Once There Was…The Wonderful World of Oliver Jeffers will let visitors to Calderstones into the stories of popular children’s artist and illustrator Oliver Jeffers from Monday 8th February – Monday 18th April 2016. Created, designed and produced by Discover Children’s Story Centre, the immersive exhibition is designed especially for children aged 3-6 and allows children and families to walk through environments inspired by books including How to Catch a Star, Lost and Found, Up and Down and The Way Back Home. Key aspects of these beautiful books have been reimagined into 3D such as the South Pole, the boy’s bedroom, a garden featuring a rocket, a street of magical shops and a Lost and Found Office.
Once ticketholders have explored The Wonderful World of Oliver Jeffers at the Mansion, they’ll be able to head across to The Storybarn to be one of the first to experience the interactive story space inside. Storytellers will bring the barn to life with a variety of tales and craft activity throughout their visitor experience.
Tickets for both experiences will go on sale in January 2016, but those wishing to gain priority booking can register their interest now at www.thestorybarn.org.uk
Tickets to both experiences will be £9 per child including a free adult for an hour in each space. Once the Oliver Jeffers exhibition has closed entry to the Storybarn will be £5 per child with group rates available for large parties and schools. Tickets for the exhibitions cannot be purchased separately.
For more information about The Storybarn, visit http://www.thereader.org.uk/calderstones/storybarn or follow @caldiessb on Twitter.
It’s been over a year since we signed the lease on Calderstones Mansion, making it ours for 125 years, and we were able to celebrate how far we’ve come in the past year at our AGM earlier this month. Throughout the evening, the Mansion fulfilled its purpose of being a home to our group members – some of whom had never visited our home at Calderstones before – who enjoyed good food courtesy of The Reader Cafe and Ice Cream Parlour as well as the atmosphere inside.
At present, nine of our weekly reading groups take place at the Mansion with new groups planned for the future – two of which are starting up in November, giving even more opportunity to visit. It’s not only our regular readers who are finding a home for themselves – our volunteering programme is expanding its reach, taking on a team of volunteers of all ages and walks of life to model how our community at Calderstones will work in future, and special visitors such as young people from the City of Readers summer school have already shown the potential of the Mansion as a place to make magic happen.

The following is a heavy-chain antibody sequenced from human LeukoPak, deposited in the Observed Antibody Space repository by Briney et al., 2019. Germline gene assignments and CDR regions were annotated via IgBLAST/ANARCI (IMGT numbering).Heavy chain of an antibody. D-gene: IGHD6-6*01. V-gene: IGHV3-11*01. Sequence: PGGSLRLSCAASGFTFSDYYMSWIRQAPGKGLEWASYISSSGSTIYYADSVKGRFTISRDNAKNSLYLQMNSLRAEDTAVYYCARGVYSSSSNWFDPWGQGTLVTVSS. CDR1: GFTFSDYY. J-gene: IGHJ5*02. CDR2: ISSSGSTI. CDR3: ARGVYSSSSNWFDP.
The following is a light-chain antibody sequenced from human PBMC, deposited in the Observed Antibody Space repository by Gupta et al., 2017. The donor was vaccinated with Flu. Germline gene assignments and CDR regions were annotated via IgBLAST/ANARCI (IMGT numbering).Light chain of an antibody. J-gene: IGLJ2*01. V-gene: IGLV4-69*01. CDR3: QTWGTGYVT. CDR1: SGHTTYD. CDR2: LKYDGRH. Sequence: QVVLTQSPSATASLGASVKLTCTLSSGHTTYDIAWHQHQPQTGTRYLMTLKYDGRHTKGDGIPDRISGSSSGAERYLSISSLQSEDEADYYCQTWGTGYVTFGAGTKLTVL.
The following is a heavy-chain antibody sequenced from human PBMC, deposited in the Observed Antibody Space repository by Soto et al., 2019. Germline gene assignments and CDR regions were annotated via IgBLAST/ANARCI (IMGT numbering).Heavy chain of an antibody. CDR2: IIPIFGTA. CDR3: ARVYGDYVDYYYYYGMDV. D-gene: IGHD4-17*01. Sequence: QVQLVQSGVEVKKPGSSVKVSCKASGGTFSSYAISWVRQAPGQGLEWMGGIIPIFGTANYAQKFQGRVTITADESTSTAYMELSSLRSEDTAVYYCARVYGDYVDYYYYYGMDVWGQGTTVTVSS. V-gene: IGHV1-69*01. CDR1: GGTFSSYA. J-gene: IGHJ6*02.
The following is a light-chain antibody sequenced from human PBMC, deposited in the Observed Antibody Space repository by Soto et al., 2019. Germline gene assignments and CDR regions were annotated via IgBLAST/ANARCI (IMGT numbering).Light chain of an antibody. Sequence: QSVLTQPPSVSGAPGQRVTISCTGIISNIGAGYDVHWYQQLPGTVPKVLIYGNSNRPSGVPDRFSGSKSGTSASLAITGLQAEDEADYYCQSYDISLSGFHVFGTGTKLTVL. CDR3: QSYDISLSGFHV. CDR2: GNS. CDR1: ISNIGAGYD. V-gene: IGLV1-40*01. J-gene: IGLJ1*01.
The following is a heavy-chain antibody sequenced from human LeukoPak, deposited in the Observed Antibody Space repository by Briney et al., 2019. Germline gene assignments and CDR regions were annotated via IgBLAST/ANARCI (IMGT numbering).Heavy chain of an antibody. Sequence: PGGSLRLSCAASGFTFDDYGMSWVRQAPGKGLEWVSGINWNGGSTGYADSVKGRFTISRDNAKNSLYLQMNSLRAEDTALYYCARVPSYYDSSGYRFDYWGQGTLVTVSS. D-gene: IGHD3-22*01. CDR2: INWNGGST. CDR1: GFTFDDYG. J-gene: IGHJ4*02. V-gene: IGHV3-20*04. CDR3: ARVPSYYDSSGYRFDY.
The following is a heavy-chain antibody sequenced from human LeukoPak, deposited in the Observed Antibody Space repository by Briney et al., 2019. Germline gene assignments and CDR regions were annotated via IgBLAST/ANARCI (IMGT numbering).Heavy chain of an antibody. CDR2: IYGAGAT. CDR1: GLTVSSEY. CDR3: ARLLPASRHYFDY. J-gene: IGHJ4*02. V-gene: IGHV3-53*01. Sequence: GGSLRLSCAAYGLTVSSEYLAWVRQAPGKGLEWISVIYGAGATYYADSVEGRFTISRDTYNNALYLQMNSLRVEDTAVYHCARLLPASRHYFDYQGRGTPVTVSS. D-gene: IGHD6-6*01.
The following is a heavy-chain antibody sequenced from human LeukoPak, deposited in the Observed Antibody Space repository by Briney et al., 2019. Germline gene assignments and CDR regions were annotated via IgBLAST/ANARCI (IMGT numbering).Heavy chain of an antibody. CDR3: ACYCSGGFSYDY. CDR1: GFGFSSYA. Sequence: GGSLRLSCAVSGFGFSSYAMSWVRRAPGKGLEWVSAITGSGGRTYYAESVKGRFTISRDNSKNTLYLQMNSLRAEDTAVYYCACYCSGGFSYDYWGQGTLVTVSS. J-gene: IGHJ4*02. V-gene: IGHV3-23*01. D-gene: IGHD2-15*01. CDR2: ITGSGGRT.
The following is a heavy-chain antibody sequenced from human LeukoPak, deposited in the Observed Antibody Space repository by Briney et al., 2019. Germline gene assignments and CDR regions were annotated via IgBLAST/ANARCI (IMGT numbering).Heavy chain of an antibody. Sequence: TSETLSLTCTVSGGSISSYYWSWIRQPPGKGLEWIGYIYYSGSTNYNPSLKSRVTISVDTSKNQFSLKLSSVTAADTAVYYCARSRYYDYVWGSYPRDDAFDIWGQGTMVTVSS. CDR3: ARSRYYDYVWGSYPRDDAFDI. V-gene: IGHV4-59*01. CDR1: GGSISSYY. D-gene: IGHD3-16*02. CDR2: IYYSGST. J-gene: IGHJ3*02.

For more astounding figures from our base at Calderstones, as well as to get a closer view of what’s happening within the walls of the Mansion, head over to the Calderstones Mansion blog.
Here’s to the future, which we already got a glimpse into by touring the forthcoming Storybarn…
There’s been a lot going on at Calderstones Mansion in the last few months – with lots of help from the hardworking and generous team at Prinovis, we’ve been able to open our first refurbished Reading Room to enable our group members to enjoy weekly sessions even more, and the summer has seen a number of outdoor productions stop off at the Garden Theatre, including shows from Illyria, MATE Productions and three sell-out performances of Romeo and Juliet from The Globe On Tour, with not even a spot or two of rain enough to dampen proceedings.
We are creating an International Centre for Reading at Calderstones, so it’s fitting that we could welcome a special visitor from the other side of the world earlier this month. Shirley Bateman, Reader Development Team Leader from Melbourne Library Service came to The Reader HQ as part of her tour of literary projects around the UK and Ireland. As well as hearing all about the City of Readers campaign, Jane took Shirley on a tour of Calderstones, including the amazing Prinovis Reading Room. You can read more about the visit on Shirley’s blog: https://shirleybateman.wordpress.com/2015/07/06/more-famous-than-the-beatles/
More exciting news is just around the corner…development of the Storybarn, the North West’s first interactive story centre for children and families, is taking shape outside HQ as we type, and we’re looking forward to welcoming visitors from far and wide when it opens this Autumn. The Storybarn has been made possible thanks to funding from the Social Investment Business and their Liverpool City Region Impact Fund – our Head of Facilities Craig spoke to SIB about the plans for the Storybarn and how it will encourage imagination and a love of reading in future generations: